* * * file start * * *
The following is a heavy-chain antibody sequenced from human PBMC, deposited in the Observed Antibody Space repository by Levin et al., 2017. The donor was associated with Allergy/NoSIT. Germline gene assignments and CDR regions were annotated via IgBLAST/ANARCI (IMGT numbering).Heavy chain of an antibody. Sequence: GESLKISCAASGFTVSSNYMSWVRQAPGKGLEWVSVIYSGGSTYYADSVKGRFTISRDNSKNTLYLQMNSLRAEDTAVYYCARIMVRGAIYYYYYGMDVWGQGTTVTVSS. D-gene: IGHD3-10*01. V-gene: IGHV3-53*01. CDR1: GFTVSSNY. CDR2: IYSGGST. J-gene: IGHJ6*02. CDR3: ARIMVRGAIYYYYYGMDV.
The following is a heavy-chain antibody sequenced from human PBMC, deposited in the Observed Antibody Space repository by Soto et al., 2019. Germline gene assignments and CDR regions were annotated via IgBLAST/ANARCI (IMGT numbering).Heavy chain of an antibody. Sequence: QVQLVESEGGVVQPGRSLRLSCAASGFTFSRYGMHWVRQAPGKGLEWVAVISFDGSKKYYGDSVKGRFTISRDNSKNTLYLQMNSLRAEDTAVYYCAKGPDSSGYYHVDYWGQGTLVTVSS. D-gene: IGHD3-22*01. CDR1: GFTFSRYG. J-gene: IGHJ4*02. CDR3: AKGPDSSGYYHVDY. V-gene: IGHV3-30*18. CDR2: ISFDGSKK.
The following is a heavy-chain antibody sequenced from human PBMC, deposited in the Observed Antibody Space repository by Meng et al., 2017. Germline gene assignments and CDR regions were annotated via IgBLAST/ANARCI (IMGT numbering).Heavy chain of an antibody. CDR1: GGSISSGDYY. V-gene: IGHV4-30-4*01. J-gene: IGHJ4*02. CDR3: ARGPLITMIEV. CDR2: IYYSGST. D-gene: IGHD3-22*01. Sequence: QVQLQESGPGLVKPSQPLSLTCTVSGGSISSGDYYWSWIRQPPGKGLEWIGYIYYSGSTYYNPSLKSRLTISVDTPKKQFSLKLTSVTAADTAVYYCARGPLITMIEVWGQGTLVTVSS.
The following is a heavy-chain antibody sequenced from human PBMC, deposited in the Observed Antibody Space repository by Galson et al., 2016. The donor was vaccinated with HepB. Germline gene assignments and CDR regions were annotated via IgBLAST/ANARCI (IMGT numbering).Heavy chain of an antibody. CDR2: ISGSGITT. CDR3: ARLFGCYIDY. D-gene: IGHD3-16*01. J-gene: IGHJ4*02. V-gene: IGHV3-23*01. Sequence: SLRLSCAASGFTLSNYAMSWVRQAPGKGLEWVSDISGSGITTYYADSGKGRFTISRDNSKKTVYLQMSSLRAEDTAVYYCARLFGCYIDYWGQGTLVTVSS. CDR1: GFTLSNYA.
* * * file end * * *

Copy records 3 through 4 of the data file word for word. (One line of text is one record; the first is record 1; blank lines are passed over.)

The following is a heavy-chain antibody sequenced from human PBMC, deposited in the Observed Antibody Space repository by Meng et al., 2017. Germline gene assignments and CDR regions were annotated via IgBLAST/ANARCI (IMGT numbering).Heavy chain of an antibody. CDR1: GGSISSGDYY. V-gene: IGHV4-30-4*01. J-gene: IGHJ4*02. CDR3: ARGPLITMIEV. CDR2: IYYSGST. D-gene: IGHD3-22*01. Sequence: QVQLQESGPGLVKPSQPLSLTCTVSGGSISSGDYYWSWIRQPPGKGLEWIGYIYYSGSTYYNPSLKSRLTISVDTPKKQFSLKLTSVTAADTAVYYCARGPLITMIEVWGQGTLVTVSS.
The following is a heavy-chain antibody sequenced from human PBMC, deposited in the Observed Antibody Space repository by Galson et al., 2016. The donor was vaccinated with HepB. Germline gene assignments and CDR regions were annotated via IgBLAST/ANARCI (IMGT numbering).Heavy chain of an antibody. CDR2: ISGSGITT. CDR3: ARLFGCYIDY. D-gene: IGHD3-16*01. J-gene: IGHJ4*02. V-gene: IGHV3-23*01. Sequence: SLRLSCAASGFTLSNYAMSWVRQAPGKGLEWVSDISGSGITTYYADSGKGRFTISRDNSKKTVYLQMSSLRAEDTAVYYCARLFGCYIDYWGQGTLVTVSS. CDR1: GFTLSNYA.